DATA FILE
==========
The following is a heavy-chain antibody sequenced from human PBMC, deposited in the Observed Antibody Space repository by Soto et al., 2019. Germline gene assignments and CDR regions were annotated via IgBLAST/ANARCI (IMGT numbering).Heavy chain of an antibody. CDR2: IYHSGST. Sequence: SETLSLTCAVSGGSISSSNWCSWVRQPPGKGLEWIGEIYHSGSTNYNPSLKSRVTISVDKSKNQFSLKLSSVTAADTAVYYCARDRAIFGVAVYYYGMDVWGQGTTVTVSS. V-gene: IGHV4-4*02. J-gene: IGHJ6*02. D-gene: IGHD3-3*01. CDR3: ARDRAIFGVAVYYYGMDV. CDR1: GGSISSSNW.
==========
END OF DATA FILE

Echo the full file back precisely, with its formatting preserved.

The following is a heavy-chain antibody sequenced from human PBMC, deposited in the Observed Antibody Space repository by Soto et al., 2019. Germline gene assignments and CDR regions were annotated via IgBLAST/ANARCI (IMGT numbering).Heavy chain of an antibody. CDR2: IYHSGST. Sequence: SETLSLTCAVSGGSISSSNWCSWVRQPPGKGLEWIGEIYHSGSTNYNPSLKSRVTISVDKSKNQFSLKLSSVTAADTAVYYCARDRAIFGVAVYYYGMDVWGQGTTVTVSS. V-gene: IGHV4-4*02. J-gene: IGHJ6*02. D-gene: IGHD3-3*01. CDR3: ARDRAIFGVAVYYYGMDV. CDR1: GGSISSSNW.